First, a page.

A Glimpse of Mortality

By Mark D. Roberts

The final spirit to visit Ebenezer Scrooge is the "Ghost of Christmas Yet To Come" or simply the "Ghost of the Future." This silent spirit, shrouded in black, takes the mythic form of death. Not surprisingly, the visions it reveals to Scrooge also focus upon death and its meaning.

The largest portion of Stave 4, which is shorter than Staves 2 and 3, has to do with various reactions to the death of some unknown figure. At first several men of business talk about this man's death with curious indifference. Then Scrooge observes three people who robbed the dead man and are selling their booty in a creepy part of town. Of course the reader guesses that the deceased victim is none other than Scrooge himself, but this doesn't occur to Scrooge at this stage in the story. In fact, when he stands next to the covered body of the dead man, Scrooge is unable to lift the covering and discover whose body lies beneath it. He just can't bring himself to face his own mortality.

The most touching scene in Stave 4 involves the Cratchit family, minus Tiny Tim, who has just died. Their shared grief is almost tangible as they try nevertheless to enjoy a bit of Christmas cheer. Nevertheless, Bob Cratchit breaks down with sadness, crying out "My little child!" Before Scrooge leaves the Cratchits, the family members resolve never to forget Tiny Tim, whom the narrator addresses: "Spirit of Tiny Tim, thy childish essence was from God."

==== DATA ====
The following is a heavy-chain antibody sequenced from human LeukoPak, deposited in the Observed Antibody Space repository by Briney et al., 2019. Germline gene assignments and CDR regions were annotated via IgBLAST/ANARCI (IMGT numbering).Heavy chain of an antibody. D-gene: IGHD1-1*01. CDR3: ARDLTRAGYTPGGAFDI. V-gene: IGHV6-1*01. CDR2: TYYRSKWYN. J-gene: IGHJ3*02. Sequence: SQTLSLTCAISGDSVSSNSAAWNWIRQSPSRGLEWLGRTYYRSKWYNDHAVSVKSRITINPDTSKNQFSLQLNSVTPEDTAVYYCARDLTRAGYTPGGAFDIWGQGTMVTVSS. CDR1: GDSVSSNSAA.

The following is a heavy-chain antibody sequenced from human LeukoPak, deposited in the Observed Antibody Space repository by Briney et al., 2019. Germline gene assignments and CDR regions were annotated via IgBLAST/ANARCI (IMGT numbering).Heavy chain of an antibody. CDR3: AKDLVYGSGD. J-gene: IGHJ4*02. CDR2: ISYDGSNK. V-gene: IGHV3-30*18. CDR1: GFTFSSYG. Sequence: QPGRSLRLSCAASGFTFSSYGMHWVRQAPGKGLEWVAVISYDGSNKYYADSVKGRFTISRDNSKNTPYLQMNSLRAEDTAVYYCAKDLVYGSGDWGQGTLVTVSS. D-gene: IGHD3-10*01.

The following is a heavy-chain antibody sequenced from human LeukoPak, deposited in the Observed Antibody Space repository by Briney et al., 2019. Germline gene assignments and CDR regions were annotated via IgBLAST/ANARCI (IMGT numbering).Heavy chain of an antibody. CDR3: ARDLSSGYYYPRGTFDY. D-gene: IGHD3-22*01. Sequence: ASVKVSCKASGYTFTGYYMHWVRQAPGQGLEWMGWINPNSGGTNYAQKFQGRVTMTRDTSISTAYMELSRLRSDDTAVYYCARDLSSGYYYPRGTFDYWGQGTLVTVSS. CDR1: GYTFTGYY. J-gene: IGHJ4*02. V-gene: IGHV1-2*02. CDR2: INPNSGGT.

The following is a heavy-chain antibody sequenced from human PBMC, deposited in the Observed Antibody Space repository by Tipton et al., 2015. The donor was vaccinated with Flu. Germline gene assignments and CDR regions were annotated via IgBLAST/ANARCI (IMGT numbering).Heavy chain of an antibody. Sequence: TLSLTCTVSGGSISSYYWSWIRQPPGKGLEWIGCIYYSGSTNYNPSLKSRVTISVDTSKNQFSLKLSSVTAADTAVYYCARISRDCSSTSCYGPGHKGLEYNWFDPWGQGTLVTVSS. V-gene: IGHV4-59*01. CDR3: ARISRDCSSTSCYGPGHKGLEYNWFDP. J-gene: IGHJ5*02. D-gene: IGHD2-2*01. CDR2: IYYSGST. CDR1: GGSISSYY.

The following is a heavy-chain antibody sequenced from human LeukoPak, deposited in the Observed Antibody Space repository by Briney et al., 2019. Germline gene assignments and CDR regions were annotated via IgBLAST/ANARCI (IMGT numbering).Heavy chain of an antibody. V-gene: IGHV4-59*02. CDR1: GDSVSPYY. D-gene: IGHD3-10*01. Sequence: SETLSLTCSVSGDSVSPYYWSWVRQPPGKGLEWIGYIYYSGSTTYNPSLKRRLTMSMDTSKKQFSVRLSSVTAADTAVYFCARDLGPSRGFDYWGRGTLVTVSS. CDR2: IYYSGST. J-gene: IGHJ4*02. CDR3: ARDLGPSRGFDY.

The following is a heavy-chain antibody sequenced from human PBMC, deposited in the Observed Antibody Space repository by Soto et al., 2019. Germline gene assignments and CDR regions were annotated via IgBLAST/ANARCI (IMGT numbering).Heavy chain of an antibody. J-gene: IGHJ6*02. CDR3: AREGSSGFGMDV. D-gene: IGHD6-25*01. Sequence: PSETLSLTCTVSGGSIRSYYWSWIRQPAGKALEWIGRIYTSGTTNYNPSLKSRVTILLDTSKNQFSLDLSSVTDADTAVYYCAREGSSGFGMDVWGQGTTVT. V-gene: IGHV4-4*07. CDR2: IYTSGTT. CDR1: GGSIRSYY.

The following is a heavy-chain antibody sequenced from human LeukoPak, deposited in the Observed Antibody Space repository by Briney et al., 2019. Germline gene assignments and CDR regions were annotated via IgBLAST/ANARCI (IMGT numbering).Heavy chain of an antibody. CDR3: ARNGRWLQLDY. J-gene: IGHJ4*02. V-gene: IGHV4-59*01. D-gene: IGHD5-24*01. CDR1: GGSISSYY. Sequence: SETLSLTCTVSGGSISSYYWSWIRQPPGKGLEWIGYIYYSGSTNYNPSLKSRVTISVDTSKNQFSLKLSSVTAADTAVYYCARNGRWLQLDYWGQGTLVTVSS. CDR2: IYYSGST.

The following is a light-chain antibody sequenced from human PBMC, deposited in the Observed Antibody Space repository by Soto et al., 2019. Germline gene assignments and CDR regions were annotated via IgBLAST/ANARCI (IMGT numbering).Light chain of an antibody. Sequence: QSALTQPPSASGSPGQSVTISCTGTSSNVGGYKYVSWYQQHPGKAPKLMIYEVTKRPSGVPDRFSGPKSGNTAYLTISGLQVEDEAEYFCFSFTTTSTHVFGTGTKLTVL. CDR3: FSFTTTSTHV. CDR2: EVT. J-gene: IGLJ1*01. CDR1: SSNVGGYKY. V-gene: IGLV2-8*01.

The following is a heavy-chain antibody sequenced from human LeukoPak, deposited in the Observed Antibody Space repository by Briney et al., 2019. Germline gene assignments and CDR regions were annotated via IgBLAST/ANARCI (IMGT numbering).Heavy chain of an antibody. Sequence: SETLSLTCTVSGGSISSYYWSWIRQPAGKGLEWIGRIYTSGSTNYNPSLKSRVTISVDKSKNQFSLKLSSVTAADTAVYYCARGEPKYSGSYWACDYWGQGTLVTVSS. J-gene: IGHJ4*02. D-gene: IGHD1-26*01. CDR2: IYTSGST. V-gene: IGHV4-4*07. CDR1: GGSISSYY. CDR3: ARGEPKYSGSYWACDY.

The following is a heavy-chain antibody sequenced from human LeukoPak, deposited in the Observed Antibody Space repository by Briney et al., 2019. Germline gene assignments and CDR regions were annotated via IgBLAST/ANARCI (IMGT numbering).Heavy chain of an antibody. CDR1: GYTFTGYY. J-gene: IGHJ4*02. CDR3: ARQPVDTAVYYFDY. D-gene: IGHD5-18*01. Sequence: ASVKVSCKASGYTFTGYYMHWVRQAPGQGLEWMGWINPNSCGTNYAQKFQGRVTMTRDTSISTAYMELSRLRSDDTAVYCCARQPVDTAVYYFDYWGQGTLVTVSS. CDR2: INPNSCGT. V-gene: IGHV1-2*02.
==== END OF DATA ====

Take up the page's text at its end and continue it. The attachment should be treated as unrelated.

In the final scene of this stave, Scrooge demands that the spirit reveal the identity of the mysterious dead man. Soon Scrooge stands in a deserted graveyard, directed by the spirit's pointing finger to a neglected grave, the stone of which reads "Ebenezer Scrooge." The horrified Scrooge realizes the sum total of his life, which amounts to zero. He will die unloved and unnoticed, unless he chooses a different course of living from that moment on.

And this is exactly what Scrooge resolves to do, even though the spirit refuses to assure him that his life is redeemable:

"Spirit!" he cried, tight clutching at its robe, "hear me! I am not the man I was. I will not be the man I must have been but for this intercourse. Why show me this, if I am past all hope?"

"I will honor Christmas in my heart, and try to keep it all the year. I will live in the Past, the Present, and the Future. The Spirits of all Three shall strive within me. I will not shut out the lessons that they teach. Oh, tell me I may sponge away the writing on this stone!"

Yet the spirit doesn't speak, and, as Scrooge attempts to hold him, the spirit turns into a bedpost, Scrooge's own bedpost.

One might wonder why Dickens associates the Ghost of Christmas Yet To Come with death. Michael Hearn, in The Annotated Christmas Carol, cites something Dickens wrote eight years after A Christmas Carol was first published:

Of all days in the year, we will turn our faces towards that City upon Christmas Day, and from its silent hosts bring those we loved, among us. City of the Dead, in the blessed name wherein we are gathered together at this time, and in the Presence that is here among us according to the promise, we will receive, and not dismiss, they people who are dear to us! (Hearn, p. 126)